Need to throw away smelly parcels.
No incentive from West Sussex County Council (who gave us £100+ worth of nappies!).

more pros.
Slightly less effort to use.
Easier when visiting people or otherwise away from home.

Additional water and electricity usage is minimal if you wash lots of them at once (especially with twins!).
Anthony Cartmell (also known as "admin" when posting in a more official capacity on this Forum)
Kangaroo trike, Windcheetah recumbent, Batavus dutch bike, Dawes Galaxy Twin tandem, Pashley unicycle
http://www.fonant.com – Quality web sites.

Dai

Postby Dai » 14 Jan 2007, 11:16am

Quote from Malakoffee: Wow, I'm impressed. I hope such virtuous changes manage to gather momentum and spread throughout society . . . and maybe (here's hoping) beyond.

Help - what is there beyond society? Green aliens - if they're green it's OK :D

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hubgearfreak
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Postby hubgearfreak » 14 Jan 2007, 1:06pm

Fonant wrote:Very expensive

water and electricity usage is minimal


i reckon a few quid a week. not a great deal...as for the electricity and water and soap, i've not measured it, but even an A rated machine is a heavy user of power, i always thought

anyway, i'm not perfect :oops: and i really don't want to be scraping the poo out before it goes in the wash. (does this then get flushed in the loo with another 10litres?) my mum says it is a truly disgusting job, and she's so jealous that they were't available in 1969.
also, even if i was in mind to use re-usables, mrs. hub would never agree :wink:

all of our friends who invested in the capital expense soon gave up, we know no-one who persevered

however, i'd be interested to see a proper cost benefit analysis (not sponsored by bosch, persil or huggies :wink: ) including all financial and environmental costs

David
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Postby David » 14 Jan 2007, 1:54pm

Yes we used disposables if we went away, otherwise two kids - now 23 & 17 - were both in nappies. My mum gave us some nappies that she had used for my sisters and I. Don't remember much scraping - mind you I didn't do much nappy changing - I was incompetent at it. ISTR the nappies were left in a bucket of something and it all broke down leaving waste to be flushed and relatively clean nappies to be bunged into the washer. Incidentally we still have that washer - 22 years old and still going, it's had almost daily use for those last 22 years. We should buy a new one but being :-

    a) tight
    b) mechanically competent
    c) kleptomanic
    d) reluctant to throw stuff out


I have always managed to repair the old girl when she has broken down. If I had to pay somebody to come out and fix her she would have been BER years ago.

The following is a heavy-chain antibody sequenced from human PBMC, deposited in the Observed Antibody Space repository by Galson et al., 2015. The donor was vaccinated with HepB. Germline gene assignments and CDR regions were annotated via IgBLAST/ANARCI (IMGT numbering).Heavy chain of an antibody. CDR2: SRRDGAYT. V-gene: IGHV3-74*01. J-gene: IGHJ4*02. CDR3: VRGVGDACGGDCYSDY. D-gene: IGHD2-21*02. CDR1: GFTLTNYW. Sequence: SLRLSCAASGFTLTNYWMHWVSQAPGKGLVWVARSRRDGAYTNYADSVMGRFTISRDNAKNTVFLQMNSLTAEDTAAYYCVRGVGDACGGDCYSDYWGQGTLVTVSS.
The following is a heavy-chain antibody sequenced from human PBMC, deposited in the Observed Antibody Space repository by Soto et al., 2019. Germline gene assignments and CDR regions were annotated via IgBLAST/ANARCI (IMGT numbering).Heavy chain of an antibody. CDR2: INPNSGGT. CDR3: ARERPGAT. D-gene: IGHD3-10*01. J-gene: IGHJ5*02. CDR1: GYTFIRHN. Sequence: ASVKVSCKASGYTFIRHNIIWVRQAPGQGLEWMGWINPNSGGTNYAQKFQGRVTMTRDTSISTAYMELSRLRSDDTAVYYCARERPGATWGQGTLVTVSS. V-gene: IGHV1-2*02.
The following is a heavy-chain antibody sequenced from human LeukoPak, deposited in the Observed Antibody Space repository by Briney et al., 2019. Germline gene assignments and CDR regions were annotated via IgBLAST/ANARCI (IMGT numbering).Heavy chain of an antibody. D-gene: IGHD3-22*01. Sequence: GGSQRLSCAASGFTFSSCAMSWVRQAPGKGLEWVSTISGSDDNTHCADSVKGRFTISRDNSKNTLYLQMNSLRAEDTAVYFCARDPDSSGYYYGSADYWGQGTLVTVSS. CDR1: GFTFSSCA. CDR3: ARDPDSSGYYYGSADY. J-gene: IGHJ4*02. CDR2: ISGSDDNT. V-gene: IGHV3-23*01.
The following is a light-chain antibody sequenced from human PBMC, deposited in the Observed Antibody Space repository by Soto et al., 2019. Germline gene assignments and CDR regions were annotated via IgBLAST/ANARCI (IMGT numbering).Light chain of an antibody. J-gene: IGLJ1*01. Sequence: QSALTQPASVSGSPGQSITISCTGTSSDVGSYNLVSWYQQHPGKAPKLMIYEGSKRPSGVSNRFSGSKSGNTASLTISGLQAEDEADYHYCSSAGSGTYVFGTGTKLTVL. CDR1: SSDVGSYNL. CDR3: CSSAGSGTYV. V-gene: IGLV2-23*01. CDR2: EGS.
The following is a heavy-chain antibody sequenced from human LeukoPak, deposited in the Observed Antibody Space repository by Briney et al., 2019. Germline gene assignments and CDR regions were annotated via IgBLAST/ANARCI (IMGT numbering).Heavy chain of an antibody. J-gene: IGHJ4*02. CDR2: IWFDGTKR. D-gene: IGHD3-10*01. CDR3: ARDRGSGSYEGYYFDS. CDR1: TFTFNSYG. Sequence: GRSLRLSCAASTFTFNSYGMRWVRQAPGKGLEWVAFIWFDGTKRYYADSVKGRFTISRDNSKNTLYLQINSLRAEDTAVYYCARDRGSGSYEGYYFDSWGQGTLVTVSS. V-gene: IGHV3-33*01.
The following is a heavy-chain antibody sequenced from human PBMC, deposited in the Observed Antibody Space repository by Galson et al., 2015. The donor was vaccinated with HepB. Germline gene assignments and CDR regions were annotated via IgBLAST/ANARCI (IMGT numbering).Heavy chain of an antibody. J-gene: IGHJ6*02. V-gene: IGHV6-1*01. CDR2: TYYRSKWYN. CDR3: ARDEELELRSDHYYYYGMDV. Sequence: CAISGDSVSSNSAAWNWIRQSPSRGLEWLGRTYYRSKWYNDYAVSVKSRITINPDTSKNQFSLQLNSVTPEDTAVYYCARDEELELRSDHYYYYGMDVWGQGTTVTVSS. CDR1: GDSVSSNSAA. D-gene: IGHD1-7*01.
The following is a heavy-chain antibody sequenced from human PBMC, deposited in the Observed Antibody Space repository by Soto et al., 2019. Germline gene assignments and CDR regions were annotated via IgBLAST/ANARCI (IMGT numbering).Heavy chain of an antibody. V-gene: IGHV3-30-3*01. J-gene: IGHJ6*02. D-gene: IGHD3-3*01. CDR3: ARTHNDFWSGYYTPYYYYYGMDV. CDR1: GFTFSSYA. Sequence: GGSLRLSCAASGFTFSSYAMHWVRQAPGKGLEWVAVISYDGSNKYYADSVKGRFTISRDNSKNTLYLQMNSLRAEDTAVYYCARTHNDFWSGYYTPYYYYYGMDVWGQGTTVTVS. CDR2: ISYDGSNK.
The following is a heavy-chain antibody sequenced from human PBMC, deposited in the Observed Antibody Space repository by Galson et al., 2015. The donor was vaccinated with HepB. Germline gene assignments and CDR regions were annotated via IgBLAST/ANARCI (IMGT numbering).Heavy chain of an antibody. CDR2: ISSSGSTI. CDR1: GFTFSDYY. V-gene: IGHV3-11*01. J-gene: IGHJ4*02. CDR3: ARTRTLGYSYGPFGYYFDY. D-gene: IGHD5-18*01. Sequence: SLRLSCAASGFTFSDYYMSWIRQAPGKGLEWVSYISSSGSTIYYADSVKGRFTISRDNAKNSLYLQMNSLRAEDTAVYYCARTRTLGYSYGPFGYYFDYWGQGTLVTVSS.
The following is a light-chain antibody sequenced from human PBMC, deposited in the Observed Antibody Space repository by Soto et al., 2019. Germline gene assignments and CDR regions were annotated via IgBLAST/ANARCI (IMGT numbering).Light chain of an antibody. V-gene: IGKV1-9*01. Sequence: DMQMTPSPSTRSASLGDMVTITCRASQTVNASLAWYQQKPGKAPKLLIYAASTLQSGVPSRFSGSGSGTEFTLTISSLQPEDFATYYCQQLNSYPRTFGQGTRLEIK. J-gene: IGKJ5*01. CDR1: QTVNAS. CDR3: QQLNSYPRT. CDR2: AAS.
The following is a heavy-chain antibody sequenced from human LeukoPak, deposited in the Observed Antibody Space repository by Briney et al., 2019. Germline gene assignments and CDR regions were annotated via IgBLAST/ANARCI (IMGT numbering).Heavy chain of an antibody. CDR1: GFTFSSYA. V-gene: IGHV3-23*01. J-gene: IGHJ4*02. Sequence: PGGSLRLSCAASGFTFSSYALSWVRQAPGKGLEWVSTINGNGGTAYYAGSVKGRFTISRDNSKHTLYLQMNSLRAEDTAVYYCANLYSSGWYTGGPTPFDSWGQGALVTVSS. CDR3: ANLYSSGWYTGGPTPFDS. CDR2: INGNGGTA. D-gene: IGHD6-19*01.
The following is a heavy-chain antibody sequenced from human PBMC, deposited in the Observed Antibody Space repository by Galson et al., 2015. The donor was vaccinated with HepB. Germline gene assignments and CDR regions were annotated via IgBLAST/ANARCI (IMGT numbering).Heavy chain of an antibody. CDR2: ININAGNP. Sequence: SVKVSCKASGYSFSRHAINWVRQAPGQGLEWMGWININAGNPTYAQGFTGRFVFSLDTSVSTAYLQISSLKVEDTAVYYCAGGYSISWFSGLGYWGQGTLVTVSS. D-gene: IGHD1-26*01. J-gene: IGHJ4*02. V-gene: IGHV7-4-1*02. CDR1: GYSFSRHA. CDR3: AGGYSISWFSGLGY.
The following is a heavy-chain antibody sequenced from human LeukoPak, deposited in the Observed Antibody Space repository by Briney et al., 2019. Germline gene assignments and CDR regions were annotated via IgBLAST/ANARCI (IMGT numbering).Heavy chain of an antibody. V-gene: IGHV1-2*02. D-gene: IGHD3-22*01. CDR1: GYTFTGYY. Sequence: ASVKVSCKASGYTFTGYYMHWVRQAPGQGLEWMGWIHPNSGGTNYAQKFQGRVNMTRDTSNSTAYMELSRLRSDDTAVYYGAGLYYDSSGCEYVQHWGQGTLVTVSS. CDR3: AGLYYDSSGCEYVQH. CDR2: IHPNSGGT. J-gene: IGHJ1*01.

Today I'm a bit cold and have been outside working so I still have my hat on and no heating. When we were growing up there was no CH in the house, we had a coal fire in the living room, the rest of the house was unheated or rarely heated and if things got really bad there may have been a parafin heater. We never noticed as kids, we were never still long enough to be cold. We weren't unusual - most houses were heated the same way.

I think we all spend too much on having the latest instead of repairing what we have. This is why the bicycle has to be the greatest invention of all time, it is stable technology, easy to maintain and repair and cheap, there is probably not much else to be done to it that will make it better. Lets be honest, paying four digits for a bike is very rarely justified except for ego massaging. Where it falls down is the big marketing companies that build obsolesence in. I was told I would have to buy a new wheel because the bearings needed replacing and Shimano no longer made that groupset. $%^& off Shimano - I have a lathe and sealed ball bearings are available and they won't be getting any money off me for new hubs just yet :-)


TTFN


D

Zanda
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Postby Zanda » 14 Jan 2007, 2:03pm

Nice topic.

I aim to reduce, reuse, recycle, in that order.

Power down from the mains when PC/printer unused; the Belkin under-monitor surge master with push button switches for each piece of equipment makes this very do-able.
Use NiMH reachargeables and recharge in my solar charger!

Building bikes from used components (saving resources and fuel). Riding them. Go shopping on the hybrid (with four panniers) or, if buying a lot, the tandem. Encourage friends to ride by providing bikes suited to purpose. Taught friends to ride confidently. Gave gift membership of London cycling campaign complete with London maps to brother.

Work close to home.

Buy second hand items for home when they’re available – often the items are as good as stuff currently in the shops, occasionally better.
Fix something when breaks rather than buy another.
Double glazing, 10 inch loft insulation. Wear jumpers in the house. Then set the thermostat.
Cool showers – added advantage of less condensation.
Buy local food often, fresh. Avoid plastic packaging where possible. Compost organic waste.
Low energy light bulbs in each room, (light shades warm the colour of the light).

Take train over plane.

Tell people about all this stuff and get them to go ‘ooh… we could do that…’.

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Mick F
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Postby Mick F » 14 Jan 2007, 7:30pm

Global what?

The Vikings colonised Greenland more than a 1000 odd years ago. They called it Green Land because it was green.

Later, they left. It got cold .......

There's nothing new under the sun.

Mick F. Cornwall

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Mick F
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Postby Mick F » 14 Jan 2007, 7:34pm

Actually, we do our bit for The Environment. Honest.

Recycling, low energy stuff, composting, CYCLING, public transport, walking, home insulation, etc etc etc.

Oh yes, shopping by bike and trailer. See http://forum.ctc.org.uk/viewtopic.php?t ... s+trailers

Mick F. Cornwall